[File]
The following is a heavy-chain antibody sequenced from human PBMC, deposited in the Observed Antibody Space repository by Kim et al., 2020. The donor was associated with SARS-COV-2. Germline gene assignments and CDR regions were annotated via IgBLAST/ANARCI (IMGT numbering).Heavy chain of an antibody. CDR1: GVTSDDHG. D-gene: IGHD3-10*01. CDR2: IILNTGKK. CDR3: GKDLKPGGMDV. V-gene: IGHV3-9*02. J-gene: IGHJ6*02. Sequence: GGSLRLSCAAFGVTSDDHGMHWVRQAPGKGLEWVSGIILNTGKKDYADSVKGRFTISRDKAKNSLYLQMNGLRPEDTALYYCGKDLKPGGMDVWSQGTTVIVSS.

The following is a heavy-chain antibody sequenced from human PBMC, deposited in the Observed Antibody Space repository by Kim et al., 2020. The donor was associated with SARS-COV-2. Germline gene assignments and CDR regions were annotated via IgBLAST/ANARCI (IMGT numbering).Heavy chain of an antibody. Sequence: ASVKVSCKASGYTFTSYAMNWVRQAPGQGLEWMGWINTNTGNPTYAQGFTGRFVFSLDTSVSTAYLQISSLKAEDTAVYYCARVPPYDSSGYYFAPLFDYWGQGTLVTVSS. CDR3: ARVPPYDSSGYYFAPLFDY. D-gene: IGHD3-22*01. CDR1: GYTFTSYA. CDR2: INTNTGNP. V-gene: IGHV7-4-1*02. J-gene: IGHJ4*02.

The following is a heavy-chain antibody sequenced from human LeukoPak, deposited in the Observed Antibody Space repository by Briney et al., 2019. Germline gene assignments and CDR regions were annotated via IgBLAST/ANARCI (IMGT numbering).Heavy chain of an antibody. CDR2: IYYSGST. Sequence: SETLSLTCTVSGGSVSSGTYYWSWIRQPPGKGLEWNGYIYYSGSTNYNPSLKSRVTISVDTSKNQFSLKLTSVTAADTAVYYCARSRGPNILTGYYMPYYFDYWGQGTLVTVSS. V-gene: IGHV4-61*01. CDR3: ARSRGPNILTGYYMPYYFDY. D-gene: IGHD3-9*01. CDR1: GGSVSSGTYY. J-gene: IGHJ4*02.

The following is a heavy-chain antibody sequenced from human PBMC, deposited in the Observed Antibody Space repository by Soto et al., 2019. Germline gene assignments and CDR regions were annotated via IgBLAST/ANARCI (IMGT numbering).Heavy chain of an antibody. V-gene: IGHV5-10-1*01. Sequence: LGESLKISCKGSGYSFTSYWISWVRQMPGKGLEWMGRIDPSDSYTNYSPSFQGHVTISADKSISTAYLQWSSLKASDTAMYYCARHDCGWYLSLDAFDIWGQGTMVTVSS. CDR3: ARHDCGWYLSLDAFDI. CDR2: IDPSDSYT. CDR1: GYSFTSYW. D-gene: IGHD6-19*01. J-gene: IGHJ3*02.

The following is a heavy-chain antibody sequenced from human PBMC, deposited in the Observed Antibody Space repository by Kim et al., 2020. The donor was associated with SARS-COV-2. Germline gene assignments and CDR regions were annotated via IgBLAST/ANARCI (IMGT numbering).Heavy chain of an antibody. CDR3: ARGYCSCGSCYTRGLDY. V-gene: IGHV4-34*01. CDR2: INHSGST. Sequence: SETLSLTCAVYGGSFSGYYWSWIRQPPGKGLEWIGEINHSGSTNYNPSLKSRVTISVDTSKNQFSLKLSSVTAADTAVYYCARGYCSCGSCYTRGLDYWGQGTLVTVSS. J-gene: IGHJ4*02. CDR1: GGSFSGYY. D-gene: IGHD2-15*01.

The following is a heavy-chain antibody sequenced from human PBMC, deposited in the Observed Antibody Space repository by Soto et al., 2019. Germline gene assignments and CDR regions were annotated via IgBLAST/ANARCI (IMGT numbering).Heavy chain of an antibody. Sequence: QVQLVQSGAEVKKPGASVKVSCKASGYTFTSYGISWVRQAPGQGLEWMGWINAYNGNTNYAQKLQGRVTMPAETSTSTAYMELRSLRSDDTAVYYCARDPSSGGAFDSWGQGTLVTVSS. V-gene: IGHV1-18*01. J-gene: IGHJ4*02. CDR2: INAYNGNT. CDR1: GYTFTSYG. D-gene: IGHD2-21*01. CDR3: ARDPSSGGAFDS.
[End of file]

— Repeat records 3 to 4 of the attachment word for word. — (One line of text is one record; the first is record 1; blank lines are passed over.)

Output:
The following is a heavy-chain antibody sequenced from human LeukoPak, deposited in the Observed Antibody Space repository by Briney et al., 2019. Germline gene assignments and CDR regions were annotated via IgBLAST/ANARCI (IMGT numbering).Heavy chain of an antibody. CDR2: IYYSGST. Sequence: SETLSLTCTVSGGSVSSGTYYWSWIRQPPGKGLEWNGYIYYSGSTNYNPSLKSRVTISVDTSKNQFSLKLTSVTAADTAVYYCARSRGPNILTGYYMPYYFDYWGQGTLVTVSS. V-gene: IGHV4-61*01. CDR3: ARSRGPNILTGYYMPYYFDY. D-gene: IGHD3-9*01. CDR1: GGSVSSGTYY. J-gene: IGHJ4*02.

The following is a heavy-chain antibody sequenced from human PBMC, deposited in the Observed Antibody Space repository by Soto et al., 2019. Germline gene assignments and CDR regions were annotated via IgBLAST/ANARCI (IMGT numbering).Heavy chain of an antibody. V-gene: IGHV5-10-1*01. Sequence: LGESLKISCKGSGYSFTSYWISWVRQMPGKGLEWMGRIDPSDSYTNYSPSFQGHVTISADKSISTAYLQWSSLKASDTAMYYCARHDCGWYLSLDAFDIWGQGTMVTVSS. CDR3: ARHDCGWYLSLDAFDI. CDR2: IDPSDSYT. CDR1: GYSFTSYW. D-gene: IGHD6-19*01. J-gene: IGHJ3*02.